Whencountry music legend Willie Nelson set out to make a video for his song,"You Don't Think I'm Funny Anymore," premiering this Saturday on MTV,he invited some of his celebrity friends, including Woody Harrelson, OwenWilson, Jessica Simpson, and even veteran anchor Dan Rather to appear alongsidehim.
He did nothowever, invite Alvin Drew.
For thatmatter, when NASA astronaut Alvin Drew visited Austin last November, his planwas to go running with a friend. That he ended the day not only on the set of,but appearing in Nelson's music video came as unexpected.
"I dolisten to Willie Nelson's music, but I wouldn't call myself a rabid fan, whereI would go out and look for places to go check Willie Nelson out,"explained Drew, who logged 13 days in space as a mission specialist on shuttleEndeavour's August 2007 STS-118 flightto the International Space Station. "I was over in Austin visiting afriend of mine, a LifeFlight helicopter pilot over there and one of my formercommanders in the Air Force," he told collectSPACE.comduring a telephone interview from NASA's Johnson Space Center in Houston,Texas.
His friendhad invited him to join him at his running club, where they met another regular,a friend of the singer.
"So weget all done running and cleaned up, and he says, 'Hey, you want us to go overand spend some time at Willie Nelson's bar?' The friend I was with in Austin is a huge Willie Nelson fan, so he said, 'Why don't you come with us. It would be agreat thing to go do. We'll go over to Willie Nelson's bar and have a beer,meet Willie Nelson and then have a relaxing afternoon.'," recalled Drew.
But as thethree arrived at Nelson's ranch, they were met by guards.
"There'ssecurity at the front gate, which kind of surprised me because I didn't thinkof Willie Nelson as someone who keeps security at his front gate," saidDrew. "It turns out because they were shooting a video."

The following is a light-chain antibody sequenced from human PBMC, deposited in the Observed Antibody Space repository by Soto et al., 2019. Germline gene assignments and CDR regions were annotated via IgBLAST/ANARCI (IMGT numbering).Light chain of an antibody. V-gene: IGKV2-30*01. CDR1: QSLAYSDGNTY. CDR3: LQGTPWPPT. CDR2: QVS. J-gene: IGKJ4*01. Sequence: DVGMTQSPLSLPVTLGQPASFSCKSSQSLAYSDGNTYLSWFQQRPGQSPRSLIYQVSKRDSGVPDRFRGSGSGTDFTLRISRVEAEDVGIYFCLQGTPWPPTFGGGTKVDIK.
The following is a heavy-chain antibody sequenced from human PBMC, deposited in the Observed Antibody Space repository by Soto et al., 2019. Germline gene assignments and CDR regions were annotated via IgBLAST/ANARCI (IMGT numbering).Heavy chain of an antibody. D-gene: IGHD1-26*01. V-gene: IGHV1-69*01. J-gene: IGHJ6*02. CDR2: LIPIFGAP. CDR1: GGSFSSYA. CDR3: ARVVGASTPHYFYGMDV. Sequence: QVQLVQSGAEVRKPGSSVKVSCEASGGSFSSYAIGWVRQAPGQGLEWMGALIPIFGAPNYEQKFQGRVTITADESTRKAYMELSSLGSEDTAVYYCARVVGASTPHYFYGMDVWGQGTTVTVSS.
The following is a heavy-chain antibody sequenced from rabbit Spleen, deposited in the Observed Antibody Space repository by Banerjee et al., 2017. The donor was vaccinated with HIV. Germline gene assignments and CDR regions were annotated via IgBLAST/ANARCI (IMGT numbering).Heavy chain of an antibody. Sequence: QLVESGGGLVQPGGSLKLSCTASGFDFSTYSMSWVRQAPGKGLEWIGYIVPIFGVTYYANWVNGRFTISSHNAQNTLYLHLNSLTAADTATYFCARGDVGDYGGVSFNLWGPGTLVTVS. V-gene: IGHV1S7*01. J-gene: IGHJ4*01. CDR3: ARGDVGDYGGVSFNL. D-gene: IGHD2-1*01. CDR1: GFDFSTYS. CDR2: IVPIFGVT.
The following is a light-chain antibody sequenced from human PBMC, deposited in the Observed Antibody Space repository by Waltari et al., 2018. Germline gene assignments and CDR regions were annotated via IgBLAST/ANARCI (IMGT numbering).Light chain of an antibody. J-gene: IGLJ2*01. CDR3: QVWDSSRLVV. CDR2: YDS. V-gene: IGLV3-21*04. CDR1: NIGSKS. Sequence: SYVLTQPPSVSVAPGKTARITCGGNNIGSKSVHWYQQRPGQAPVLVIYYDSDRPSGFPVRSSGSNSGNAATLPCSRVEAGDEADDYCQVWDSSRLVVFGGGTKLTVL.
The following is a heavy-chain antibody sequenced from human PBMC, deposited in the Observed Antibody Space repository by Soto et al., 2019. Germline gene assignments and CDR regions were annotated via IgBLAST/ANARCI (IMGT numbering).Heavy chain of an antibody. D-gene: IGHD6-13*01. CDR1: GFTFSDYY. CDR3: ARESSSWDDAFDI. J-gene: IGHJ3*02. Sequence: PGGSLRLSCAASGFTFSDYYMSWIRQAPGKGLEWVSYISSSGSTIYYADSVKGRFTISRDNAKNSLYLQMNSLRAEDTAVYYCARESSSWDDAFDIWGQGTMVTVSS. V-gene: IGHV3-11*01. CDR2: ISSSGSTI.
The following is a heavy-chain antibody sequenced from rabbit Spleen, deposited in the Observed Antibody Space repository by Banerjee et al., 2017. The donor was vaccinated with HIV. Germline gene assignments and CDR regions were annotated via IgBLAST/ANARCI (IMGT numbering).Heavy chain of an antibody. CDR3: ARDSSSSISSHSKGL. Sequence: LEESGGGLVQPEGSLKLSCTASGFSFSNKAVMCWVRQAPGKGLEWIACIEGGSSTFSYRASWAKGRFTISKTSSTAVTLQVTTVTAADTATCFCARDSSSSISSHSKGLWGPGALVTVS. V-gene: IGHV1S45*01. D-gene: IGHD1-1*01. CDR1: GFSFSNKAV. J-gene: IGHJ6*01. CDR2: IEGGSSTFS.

The guardswere there, of course, because of Nelson's invited guests. Little did theyknow, they had someone who reached for the stars of a different type waitingjust outside.
Thatdiscovery however, would need to wait. They didn't need astronauts. For now,they needed extras.
"Itturns out they needed extras for the final scene when they are giving outawards," recounted Drew. "They were looking for people to be extras,especially people with flash cameras. So, that is why I got recruited to go outthere with a flash camera."
"Atthat point, I was just part of the general public that was out there."
Drew'sscene appears toward the end of the video as Dan Rather hands out a trophyfollowing "some kind of power mower race. I am in the crowd of cheeringpeople, behind Owen WIlson and Woody Harrelson."
It wasNelson's friend, the one from the running club, who finally introduced Drew tothe singer and let his "day job" be known.
"Itwas only after they were all done and it was a wrap, and we were sitting aroundin Willie Nelson's bar, that it came up," Drew said with a laugh. "Isat there and had a good long chat with Willie Nelson."
"Hethought it was pretty interesting."
"I hada really interesting chat with Dan Rather about the Apollo space program, aboutsome of his firsthand eyewitness accounts of that whole thing. And of course, Igot to chat with Owen Wilson and Woody Harrelson, who were kind of fascinatedwith what it would be like to be weightless in space for a couple ofweeks," shared Drew.
There wasone aspect of the encounter that Drew found a tad unreal. For his role in thevideo, he donned a bandana with a pair of Nelson's trademark braids.
"It'sjust a little bit surreal to be talking to Willie Nelson while I am wearing hisbandana and braids," he said while laughing. "He didn't seem to mind,though."
"I gotto keep them," Drew admitted of his 'costume'. "As a souvenir of thewhole thing, I've got it hanging up in my van over the mirror."
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Robert Pearlman is a space historian, journalist and the founder and editor of collectSPACE.com, an online publication and community devoted to space history with a particular focus on how and where space exploration intersects with pop culture. Pearlman is also a contributing writer for Space.com and co-author of "Space Stations: The Art, Science, and Reality of Working in Space” published by Smithsonian Books in 2018. He previously developed online content for the National Space Society and Apollo 11 moonwalker Buzz Aldrin, helped establish the space tourism company Space Adventures and currently serves on the History Committee of the American Astronautical Society, the advisory committee for The Mars Generation and leadership board of For All Moonkind. In 2009, he was inducted into the U.S. Space Camp Hall of Fame in Huntsville, Alabama. In 2021, he was honored by the American Astronautical Society with the Ordway Award for Sustained Excellence in Spaceflight History.